Actors asked to work without pay at Duke of Rutland's castle

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Image caption,
The Duke of Rutland owns Grade I-listed Belvoir Castle, which was built in the early 19th Century

The Duke of Rutland, who is reportedly worth £145m, has been criticised after actors were asked to work without pay at his stately home.

Belvoir Castle, where the 11th duke David Manners lives, advertised for actors to perform voluntarily as "Kings, Queens, Dukes and Duchesses".

One actor said the advert, which asks applicants to be "flexible" with working hours, was "outrageous".

Belvoir Castle, in Leicestershire, has since taken down the advert.

A spokesperson for the Grade I-listed stately home said it had "no comment".

Performers union Equity said it took a "dim view" of anyone not paying actors.

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The advert, which was posted on the website for the castle with the headline "volunteer performers", said the "interesting and historical castle is waiting to be brought to life with creative performances".

"If you have previous experience of acting, performing or characterisation skills we want to hear from you," it added.

The most recent Sunday Times Rich List estimated the Duke of Rutland to be worth £145m - the same as Ozzy and Sharon Osbourne.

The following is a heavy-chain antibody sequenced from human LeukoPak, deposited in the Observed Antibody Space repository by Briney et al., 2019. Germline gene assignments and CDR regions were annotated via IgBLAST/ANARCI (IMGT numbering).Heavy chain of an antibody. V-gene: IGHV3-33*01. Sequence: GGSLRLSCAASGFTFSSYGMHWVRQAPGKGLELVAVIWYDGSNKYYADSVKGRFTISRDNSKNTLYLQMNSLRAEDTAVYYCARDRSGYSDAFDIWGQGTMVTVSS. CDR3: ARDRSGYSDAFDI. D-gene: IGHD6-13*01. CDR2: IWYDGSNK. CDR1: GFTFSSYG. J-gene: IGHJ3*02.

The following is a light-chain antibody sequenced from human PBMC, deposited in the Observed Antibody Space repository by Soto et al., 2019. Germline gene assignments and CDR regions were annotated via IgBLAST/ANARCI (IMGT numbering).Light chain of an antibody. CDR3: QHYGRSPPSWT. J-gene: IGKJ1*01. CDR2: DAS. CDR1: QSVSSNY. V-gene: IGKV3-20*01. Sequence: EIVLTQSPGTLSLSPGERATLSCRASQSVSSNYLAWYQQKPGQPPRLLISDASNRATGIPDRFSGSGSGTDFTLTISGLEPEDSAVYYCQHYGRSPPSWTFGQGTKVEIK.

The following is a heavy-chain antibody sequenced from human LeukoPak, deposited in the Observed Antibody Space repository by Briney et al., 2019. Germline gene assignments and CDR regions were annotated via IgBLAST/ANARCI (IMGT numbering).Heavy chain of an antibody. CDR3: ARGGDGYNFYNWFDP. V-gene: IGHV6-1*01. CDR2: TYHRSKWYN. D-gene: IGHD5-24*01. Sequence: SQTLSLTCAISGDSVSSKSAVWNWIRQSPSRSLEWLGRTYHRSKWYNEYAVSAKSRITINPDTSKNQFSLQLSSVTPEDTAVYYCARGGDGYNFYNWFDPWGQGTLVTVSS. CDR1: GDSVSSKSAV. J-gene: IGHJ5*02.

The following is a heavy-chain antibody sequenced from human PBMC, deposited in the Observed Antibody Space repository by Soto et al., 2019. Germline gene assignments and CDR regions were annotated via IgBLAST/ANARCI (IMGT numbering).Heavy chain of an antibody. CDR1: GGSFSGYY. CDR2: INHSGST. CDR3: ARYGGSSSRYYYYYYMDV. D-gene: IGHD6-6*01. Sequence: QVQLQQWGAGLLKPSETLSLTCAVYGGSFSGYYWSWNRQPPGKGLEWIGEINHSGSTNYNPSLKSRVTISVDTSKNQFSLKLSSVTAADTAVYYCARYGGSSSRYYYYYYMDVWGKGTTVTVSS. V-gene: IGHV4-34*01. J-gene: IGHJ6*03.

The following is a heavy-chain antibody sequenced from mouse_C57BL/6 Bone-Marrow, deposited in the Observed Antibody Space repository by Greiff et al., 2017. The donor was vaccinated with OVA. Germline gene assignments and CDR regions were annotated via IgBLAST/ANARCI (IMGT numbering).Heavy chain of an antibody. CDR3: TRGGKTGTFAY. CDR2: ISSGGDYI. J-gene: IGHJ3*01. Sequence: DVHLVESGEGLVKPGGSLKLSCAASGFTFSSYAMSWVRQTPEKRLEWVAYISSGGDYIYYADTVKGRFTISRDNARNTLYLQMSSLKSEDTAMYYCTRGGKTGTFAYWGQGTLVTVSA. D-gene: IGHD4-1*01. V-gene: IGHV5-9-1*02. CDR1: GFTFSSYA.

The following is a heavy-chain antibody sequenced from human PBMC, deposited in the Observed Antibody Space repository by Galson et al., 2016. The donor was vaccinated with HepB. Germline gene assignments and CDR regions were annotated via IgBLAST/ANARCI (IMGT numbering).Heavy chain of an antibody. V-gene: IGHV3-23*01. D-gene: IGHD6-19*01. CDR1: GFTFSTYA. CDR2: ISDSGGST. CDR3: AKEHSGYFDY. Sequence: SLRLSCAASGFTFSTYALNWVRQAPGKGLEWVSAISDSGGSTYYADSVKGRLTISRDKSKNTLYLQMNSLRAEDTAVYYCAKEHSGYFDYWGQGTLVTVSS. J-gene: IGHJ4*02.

An adult ticket for a guided tour of Belvoir Castle and its gardens in Leicestershire, costs £20, while to freely walk around the castle and gardens is £18.

One actor who criticised the advert online said the duke was treating his workers "like it's the dark ages".

The BBC is not responsible for the content of external sites.View original tweet on Twitter
The BBC is not responsible for the content of external sites.View original tweet on Twitter

On Twitter, The Actors Planet joked: "What a coincidence! It just so happens that we're looking for a volunteer castle to host our next party. Actors don't work for free, just like anyone else in any other profession."

Michael Forrest said: "This seems to be happening on a more regular basis. Totally unacceptable but it's up to actors to make a stand as well as @EquityUK."

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Image caption,
David Manners, 59, succeeded to the dukedom in 1999

Ian Bayes, from Equity, said it took a "dim view" of anyone employing actors and not paying them.

He said: "They are potentially breaking the law because there is a national minimum wage."

Mr Bayes added that he would welcome the opportunity to open a dialogue with the castle to discuss proper rates of pay and conditions.

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